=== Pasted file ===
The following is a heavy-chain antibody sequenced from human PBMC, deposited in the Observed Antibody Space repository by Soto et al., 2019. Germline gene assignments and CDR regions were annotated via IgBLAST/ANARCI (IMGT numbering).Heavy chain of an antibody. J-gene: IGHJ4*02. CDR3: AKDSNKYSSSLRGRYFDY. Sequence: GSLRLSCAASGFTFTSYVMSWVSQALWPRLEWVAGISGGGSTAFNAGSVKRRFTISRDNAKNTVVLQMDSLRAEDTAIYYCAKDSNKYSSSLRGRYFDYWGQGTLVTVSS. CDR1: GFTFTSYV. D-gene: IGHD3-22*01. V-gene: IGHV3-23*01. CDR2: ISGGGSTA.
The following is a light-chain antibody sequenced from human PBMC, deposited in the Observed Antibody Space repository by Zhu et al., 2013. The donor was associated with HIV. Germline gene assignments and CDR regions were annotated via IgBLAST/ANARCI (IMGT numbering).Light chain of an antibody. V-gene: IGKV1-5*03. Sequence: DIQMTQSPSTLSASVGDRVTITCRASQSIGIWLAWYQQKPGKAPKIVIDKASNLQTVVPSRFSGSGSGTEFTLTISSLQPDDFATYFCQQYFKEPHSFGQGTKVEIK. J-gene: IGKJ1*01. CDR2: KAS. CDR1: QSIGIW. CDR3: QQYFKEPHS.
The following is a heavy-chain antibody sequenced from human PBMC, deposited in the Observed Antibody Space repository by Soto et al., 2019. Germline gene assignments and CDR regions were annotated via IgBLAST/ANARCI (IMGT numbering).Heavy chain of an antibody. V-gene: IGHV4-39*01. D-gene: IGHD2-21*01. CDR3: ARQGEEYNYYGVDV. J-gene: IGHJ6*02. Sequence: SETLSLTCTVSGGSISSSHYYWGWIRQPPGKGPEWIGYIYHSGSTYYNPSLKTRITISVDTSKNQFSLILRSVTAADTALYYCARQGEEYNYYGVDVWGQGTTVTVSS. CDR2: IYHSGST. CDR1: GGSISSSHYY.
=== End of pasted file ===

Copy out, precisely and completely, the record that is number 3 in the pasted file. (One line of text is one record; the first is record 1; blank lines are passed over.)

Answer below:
The following is a heavy-chain antibody sequenced from human PBMC, deposited in the Observed Antibody Space repository by Soto et al., 2019. Germline gene assignments and CDR regions were annotated via IgBLAST/ANARCI (IMGT numbering).Heavy chain of an antibody. V-gene: IGHV4-39*01. D-gene: IGHD2-21*01. CDR3: ARQGEEYNYYGVDV. J-gene: IGHJ6*02. Sequence: SETLSLTCTVSGGSISSSHYYWGWIRQPPGKGPEWIGYIYHSGSTYYNPSLKTRITISVDTSKNQFSLILRSVTAADTALYYCARQGEEYNYYGVDVWGQGTTVTVSS. CDR2: IYHSGST. CDR1: GGSISSSHYY.